This year’s Laureate is awarded the Prize for his research on international trade and economic geography. By having shown the effects of economies of scale on trade patterns and on the location of economic activity, his ideas have given rise to an extensive reorientation of the research on these issues.

Traditional Foreign Trade

In the early 1800s, the English economist David Ricardo launched the theory of so-called comparative advantage to explain the range and composition of international trade….

…Over the last half century, however, researchers observed increasingly large deviations
from the trade patterns predicted by Ricardo. So-called intra-industry trade has expanded, in particular between rich countries. Such trade implies that a country both exports and imports more or less the same goods. A country such as Sweden, for example, exports and imports cars…

  • Almost 30 years ago, Krugman introduced an entirely new theory of international trade. It was intended to explain the occurrence of intra-industry trade and was based on an assumption of economies of scale whereby mass production diminishes the cost per unit produced.
  • Consumers Appreciate Diversity: In addition to economies of scale in production, Krugman’s new theory was based on an assumption that consumers appreciate diversity in their consumption.
  • Economic geography deals not only with what goods are produced where, but also with the distribution of capital and labor over countries and regions. The approach Krugman used in his foreign trade theory – the assumption of economies of scale in production and a preference for diversity in consumption – was also found to be appropriate for analyzing geographical issues.
  • What would happen if foreign trade became impossible, for instance due to excessively high transport costs or other obstacles. If two countries are exactly alike, then welfare will be the same in both countries. But if the countries are alike in all respects except that one of them has a slightly larger population than the other, then the real wages of labor will be somewhat higher in the country with more inhabitants. The reason is that firms in the more highly populated country can make better use of economies of scale, which implies lower prices to consumers and/or greater diversity in the supply of goods. This, in turn, enhances the welfare of consumers. As a result, labor, i.e., consumers, will tend to move to the country with more inhabitants, thereby increasing its population. Real wages and the supply of goods will then continue to increase even more in that country, thereby giving rise to further migration, and so on. Firms’ location decisions imply a trade-off between utilizing economies of scale and saving on transport costs.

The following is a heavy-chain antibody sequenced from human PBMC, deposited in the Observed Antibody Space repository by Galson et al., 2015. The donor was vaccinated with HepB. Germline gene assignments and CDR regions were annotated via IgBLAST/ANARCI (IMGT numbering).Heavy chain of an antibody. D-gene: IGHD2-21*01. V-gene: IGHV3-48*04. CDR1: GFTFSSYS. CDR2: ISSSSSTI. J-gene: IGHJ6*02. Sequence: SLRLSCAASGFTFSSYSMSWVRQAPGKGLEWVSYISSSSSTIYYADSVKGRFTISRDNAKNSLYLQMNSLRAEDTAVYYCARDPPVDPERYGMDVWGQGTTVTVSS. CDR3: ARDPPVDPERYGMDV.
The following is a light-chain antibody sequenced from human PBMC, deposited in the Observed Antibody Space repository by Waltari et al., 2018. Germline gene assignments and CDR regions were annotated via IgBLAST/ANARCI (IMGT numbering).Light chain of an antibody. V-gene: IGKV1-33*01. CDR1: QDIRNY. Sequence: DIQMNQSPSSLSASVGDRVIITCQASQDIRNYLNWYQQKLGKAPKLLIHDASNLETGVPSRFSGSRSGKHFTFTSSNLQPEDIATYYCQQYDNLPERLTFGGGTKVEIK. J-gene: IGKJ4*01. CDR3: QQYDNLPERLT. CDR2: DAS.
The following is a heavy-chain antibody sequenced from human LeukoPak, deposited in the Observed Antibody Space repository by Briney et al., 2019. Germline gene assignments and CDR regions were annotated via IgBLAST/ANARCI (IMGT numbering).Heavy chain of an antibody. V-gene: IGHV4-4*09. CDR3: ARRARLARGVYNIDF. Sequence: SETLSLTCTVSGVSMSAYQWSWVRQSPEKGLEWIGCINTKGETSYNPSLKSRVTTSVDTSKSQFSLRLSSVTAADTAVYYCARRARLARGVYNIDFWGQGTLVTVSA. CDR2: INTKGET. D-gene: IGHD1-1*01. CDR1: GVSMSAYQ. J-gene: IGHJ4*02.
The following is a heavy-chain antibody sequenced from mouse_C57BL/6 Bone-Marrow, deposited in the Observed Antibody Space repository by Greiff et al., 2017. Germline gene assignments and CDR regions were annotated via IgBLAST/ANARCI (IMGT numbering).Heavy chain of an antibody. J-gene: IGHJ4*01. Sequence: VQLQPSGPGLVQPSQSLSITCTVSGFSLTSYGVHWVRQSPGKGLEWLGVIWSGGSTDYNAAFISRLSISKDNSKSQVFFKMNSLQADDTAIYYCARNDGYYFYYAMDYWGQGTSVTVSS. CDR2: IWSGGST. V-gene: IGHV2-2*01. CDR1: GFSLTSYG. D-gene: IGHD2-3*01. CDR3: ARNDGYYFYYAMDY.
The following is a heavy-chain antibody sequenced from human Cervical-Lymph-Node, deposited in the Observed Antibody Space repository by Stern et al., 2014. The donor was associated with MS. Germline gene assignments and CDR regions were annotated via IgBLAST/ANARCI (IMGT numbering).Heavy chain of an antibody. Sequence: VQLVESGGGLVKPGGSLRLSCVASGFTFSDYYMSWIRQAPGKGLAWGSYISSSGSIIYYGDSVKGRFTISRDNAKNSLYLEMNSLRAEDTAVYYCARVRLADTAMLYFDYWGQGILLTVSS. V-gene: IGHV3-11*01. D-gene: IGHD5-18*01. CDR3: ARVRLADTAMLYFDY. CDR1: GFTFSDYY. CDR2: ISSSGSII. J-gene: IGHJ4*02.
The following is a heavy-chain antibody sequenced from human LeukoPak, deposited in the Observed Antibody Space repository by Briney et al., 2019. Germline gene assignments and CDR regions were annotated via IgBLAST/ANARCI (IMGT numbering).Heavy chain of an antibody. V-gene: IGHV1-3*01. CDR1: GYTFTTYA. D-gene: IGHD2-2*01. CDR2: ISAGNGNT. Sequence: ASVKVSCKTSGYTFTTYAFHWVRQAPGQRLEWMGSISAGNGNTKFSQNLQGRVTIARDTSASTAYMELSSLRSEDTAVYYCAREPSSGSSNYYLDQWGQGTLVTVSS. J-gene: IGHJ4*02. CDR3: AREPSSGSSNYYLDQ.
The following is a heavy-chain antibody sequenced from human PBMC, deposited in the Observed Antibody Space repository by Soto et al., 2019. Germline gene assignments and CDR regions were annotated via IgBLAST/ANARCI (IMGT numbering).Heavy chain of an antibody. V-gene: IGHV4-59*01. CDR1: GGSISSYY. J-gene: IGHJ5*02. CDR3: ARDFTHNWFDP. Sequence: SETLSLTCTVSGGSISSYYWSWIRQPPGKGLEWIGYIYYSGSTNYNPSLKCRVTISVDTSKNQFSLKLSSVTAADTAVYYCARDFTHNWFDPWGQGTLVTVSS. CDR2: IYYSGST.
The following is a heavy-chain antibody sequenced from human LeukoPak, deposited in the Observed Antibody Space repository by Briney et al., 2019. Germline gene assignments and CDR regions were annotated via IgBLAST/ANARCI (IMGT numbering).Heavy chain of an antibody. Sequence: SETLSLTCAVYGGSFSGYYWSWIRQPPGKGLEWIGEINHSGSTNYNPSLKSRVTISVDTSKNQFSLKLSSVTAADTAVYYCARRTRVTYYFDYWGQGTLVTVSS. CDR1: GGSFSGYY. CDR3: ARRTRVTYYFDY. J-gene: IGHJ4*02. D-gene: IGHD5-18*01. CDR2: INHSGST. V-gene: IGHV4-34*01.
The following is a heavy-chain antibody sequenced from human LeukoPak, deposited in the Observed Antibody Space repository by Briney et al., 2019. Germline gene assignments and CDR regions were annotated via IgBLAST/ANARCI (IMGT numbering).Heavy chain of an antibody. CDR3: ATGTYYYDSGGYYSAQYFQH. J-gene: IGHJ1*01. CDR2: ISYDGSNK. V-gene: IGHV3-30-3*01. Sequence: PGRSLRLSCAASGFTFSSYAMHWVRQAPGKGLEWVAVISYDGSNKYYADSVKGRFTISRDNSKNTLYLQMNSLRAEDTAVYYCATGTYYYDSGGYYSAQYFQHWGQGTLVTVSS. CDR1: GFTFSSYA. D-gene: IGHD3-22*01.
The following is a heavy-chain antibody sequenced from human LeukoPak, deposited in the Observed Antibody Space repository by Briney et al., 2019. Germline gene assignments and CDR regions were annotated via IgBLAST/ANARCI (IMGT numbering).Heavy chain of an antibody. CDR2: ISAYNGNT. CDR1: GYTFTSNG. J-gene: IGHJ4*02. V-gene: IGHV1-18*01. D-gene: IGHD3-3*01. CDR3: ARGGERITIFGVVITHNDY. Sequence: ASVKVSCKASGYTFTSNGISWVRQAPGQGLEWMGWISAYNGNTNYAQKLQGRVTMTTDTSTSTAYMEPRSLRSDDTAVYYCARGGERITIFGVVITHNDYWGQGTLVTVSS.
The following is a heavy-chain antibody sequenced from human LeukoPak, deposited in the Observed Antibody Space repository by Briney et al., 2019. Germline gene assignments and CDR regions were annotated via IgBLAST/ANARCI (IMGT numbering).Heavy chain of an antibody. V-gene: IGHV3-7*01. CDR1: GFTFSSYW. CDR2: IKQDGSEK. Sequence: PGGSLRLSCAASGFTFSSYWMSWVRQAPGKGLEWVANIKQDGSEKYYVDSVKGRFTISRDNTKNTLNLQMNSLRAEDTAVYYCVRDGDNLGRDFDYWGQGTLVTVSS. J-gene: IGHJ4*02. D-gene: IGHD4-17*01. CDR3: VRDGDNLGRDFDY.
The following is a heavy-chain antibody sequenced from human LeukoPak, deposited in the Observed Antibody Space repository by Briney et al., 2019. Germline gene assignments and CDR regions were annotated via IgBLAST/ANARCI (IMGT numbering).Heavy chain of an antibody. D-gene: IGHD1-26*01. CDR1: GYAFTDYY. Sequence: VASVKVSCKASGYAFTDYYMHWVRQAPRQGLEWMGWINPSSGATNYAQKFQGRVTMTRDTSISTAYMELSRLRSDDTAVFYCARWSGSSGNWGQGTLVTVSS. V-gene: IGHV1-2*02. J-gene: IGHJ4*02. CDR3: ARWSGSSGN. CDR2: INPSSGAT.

• core-periphery model, which shows that the relation between economies of scale and transport costs can result in either concentration or decentralization of communities.

P.S.: There is lots to be discussed about the core-periphery model…soon.

Here is the prize anouncement.

Here is the Charlie Rose interview dated 10/23/2008:

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